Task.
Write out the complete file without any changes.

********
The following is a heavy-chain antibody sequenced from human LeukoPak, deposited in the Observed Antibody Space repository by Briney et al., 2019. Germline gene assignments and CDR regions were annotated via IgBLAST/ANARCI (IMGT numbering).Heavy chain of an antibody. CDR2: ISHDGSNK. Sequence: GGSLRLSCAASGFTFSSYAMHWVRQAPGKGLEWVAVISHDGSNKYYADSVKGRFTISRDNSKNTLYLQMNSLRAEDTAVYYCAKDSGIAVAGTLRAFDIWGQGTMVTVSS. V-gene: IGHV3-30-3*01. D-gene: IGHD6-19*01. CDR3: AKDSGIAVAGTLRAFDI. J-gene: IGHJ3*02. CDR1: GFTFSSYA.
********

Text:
The following is a heavy-chain antibody sequenced from human LeukoPak, deposited in the Observed Antibody Space repository by Briney et al., 2019. Germline gene assignments and CDR regions were annotated via IgBLAST/ANARCI (IMGT numbering).Heavy chain of an antibody. CDR2: ISHDGSNK. Sequence: GGSLRLSCAASGFTFSSYAMHWVRQAPGKGLEWVAVISHDGSNKYYADSVKGRFTISRDNSKNTLYLQMNSLRAEDTAVYYCAKDSGIAVAGTLRAFDIWGQGTMVTVSS. V-gene: IGHV3-30-3*01. D-gene: IGHD6-19*01. CDR3: AKDSGIAVAGTLRAFDI. J-gene: IGHJ3*02. CDR1: GFTFSSYA.